We’re the first ones on the field, and Zach, my five-year-old with mild autism, decides to run the entire perimeter of the diamond just to make sure I understand the rules of the game. I assure him I’m no novice to baseball, and encourage him to keep up his pace, as I know it helps him get some of his energy out.
It’s his third time out here but my first, as play practice forced me to miss his initial foray into the world of sports, and I’m excited to see what he can do.
It’s been almost two years since we attempted soccer at the tender age of three, and given that my son spent most of those sessions running away with his little blonde-haired girlfriend, I admit I’m hoping for better today.
Sports are such an important gateway to social opportunities, particularly for boys. My fingers are crossed that he’ll like this, and perhaps will make a new friend.
If not, I must also admit I know half the moms on his team, so it’s a social opportunity for me too. The evening is turning into a win-win.
We’ve signed Zach up for Challenger Baseball to give him the chance to learn the rules and practice in a non-competitive environment, and it is evident within minutes of meeting the coaches that they are as enthusiastic and committed to the program as I’ve heard they would be. Our town is very fortunate in that we have multiple sports opportunities geared toward children with a range of abilities, everything from baseball to basketball, soccer to hockey.
While this world wasn’t exactly enticing to Justin (he lasted about ten minutes with ice hockey, just long enough to don all the gear and let me know in no uncertain terms he was not happy about it), I’m hoping Zach will find it more to his liking. Plus, I’ve heard that each of the kids gets a buddy to assist him through the ins and outs of the game, and that basically parents just sit back and watch.
A second, and for me profound, win-win.
Unfortunately that evening Zach’s assigned mentor doesn’t show, but we’re able to secure him a substitute, and my son works that pre-teen hard. The rules are that every kid on both teams gets to bat twice, and when they’re not waiting for their turn, they’re supposed to be practicing their outfield duties.
Zach interprets this to mean he should throw the ball as far as humanly possible and watch while his buddy retrieves it, and it takes a while for him to comprehend that the goal is for each of them to actually catch that well-worn sphere.
There are a few times he simply takes off running (this time without his golden-haired accomplice), and I register both exasperation and patience on his new friend’s face, but his helper unfailingly retrieves him every time.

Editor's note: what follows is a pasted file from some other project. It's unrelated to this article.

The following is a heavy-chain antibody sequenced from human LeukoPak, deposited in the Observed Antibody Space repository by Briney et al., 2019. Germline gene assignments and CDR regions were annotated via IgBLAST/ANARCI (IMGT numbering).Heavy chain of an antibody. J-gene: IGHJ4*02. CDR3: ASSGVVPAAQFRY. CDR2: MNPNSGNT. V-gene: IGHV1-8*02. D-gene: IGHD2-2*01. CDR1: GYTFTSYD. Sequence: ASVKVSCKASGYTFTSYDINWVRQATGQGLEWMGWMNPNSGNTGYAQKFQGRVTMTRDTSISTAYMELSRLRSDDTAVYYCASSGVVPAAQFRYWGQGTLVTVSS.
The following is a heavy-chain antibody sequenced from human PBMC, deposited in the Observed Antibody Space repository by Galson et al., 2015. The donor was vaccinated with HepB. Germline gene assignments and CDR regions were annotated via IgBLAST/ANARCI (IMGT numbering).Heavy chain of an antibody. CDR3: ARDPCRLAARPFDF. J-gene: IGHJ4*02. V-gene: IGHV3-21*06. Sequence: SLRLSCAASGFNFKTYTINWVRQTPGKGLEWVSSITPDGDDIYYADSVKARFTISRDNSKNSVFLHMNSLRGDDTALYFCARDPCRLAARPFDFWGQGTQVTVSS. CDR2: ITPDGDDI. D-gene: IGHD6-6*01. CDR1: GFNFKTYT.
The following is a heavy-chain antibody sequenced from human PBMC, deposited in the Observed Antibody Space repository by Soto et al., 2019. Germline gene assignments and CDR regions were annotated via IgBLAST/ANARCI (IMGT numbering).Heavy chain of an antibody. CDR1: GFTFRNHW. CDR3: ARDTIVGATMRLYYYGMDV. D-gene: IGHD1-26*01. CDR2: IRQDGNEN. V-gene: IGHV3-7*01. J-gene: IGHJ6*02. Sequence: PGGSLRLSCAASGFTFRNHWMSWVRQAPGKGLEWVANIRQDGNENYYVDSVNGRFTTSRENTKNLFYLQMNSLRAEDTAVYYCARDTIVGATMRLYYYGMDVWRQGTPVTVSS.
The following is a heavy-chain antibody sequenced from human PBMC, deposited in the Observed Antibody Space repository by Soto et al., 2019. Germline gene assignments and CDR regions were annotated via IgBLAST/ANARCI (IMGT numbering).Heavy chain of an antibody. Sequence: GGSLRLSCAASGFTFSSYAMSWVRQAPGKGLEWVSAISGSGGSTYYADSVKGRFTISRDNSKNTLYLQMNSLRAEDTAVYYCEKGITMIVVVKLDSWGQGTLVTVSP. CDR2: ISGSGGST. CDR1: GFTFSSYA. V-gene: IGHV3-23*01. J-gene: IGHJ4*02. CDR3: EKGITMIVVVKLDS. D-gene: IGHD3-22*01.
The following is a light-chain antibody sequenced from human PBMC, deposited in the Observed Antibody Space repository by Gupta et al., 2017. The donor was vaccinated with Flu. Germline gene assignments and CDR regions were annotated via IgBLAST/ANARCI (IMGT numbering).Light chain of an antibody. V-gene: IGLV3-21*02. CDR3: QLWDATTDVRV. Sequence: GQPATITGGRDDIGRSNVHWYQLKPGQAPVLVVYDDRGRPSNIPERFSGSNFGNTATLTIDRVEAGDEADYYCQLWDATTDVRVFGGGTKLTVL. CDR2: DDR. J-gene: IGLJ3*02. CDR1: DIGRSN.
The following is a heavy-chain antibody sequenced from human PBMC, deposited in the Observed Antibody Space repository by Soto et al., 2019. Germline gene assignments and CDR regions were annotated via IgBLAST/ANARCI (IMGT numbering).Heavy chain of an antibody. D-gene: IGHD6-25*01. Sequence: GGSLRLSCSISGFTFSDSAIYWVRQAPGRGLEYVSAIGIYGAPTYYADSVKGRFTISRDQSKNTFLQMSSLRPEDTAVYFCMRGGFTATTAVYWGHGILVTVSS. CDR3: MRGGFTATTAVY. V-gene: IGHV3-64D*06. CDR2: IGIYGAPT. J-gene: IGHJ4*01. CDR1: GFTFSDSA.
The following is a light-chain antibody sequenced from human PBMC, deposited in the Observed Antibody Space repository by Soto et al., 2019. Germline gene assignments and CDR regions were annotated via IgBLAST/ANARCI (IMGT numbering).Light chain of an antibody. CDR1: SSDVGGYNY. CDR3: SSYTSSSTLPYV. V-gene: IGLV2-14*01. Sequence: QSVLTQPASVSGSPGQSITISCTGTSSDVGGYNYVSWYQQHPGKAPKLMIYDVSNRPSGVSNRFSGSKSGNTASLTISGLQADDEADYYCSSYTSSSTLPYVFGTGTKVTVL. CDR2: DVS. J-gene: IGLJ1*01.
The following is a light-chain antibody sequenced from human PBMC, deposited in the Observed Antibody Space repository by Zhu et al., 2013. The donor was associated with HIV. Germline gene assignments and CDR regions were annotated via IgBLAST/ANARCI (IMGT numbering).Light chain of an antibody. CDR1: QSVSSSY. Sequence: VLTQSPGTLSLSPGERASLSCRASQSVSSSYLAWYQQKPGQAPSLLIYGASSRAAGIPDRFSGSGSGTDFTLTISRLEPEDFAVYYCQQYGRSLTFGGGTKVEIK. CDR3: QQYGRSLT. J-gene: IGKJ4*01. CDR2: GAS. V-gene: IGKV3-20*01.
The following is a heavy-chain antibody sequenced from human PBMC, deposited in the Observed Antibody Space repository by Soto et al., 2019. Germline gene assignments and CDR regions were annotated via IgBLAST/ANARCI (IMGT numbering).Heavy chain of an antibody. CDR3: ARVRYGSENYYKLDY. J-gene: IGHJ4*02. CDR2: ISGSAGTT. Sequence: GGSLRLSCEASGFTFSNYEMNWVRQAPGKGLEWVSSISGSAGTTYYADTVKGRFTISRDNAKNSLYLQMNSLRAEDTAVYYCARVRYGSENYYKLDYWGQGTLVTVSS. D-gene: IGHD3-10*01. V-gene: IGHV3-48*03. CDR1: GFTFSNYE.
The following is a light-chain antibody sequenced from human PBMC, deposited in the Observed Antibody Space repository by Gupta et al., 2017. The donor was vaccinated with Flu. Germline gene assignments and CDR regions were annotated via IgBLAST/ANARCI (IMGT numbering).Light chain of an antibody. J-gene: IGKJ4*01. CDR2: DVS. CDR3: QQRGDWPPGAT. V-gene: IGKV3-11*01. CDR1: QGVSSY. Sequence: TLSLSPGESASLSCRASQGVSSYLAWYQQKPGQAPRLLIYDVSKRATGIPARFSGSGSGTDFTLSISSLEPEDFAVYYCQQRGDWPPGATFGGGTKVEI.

Eventually, Zach gets that he’s supposed to be paying attention to what’s going on around him. He even waits fairly compliantly for each of his turns at bat, cheering on one of his former classmates when he realizes Mommy is doing it, and that it’s fun.
In my opinion, minus the pretzels and beer, the best part of baseball is the yelling.
The game is over within the hour (everyone won, no surprises there), and my youngest child is returned to me, sweaty, dirty, thirsty, and thoroughly pleased with himself. I thank the tall teen who took care of him, and he graciously says it was fun, then walks away looking quite tired.
I ask Zach if he’d like to do it again next week and I’m met with a resounding “yes!”, and I have to smile.
There was a time not too long ago where me and my husband spent a great deal of time hoping he’d like something, anything, once again. To have that “something” be baseball, an activity his father not only loves but was once quite good at in his heyday, seems extravagantly fortunate.
I am thrilled for my son. I’m thrilled for his dad. I make a mental note (one that this time I’m certain I’ll retain) that he should knock off work early next week, and watch his son engage in our nation’s favorite pastime.
It’s entirely possible after this run that Zach might not ever want to play again, but you never know. In the meantime, he’ll learn patience, sportsmanship, and (hopefully) a little bit about following the rules. He’ll have to engage in the subtle nuances of social interplay to get along with his designated pal, plus he’ll need to remember somebody else is his boss for an hour a week.
Maybe he’ll make a new friend. Even better perhaps, he might discover a new passion, one he can share with the man he looks up to, literally and figuratively, every day. Hopefully, no matter what, he’ll have fun.
And with a little luck, in numerous respects, this may turn out to be his field of dreams come true.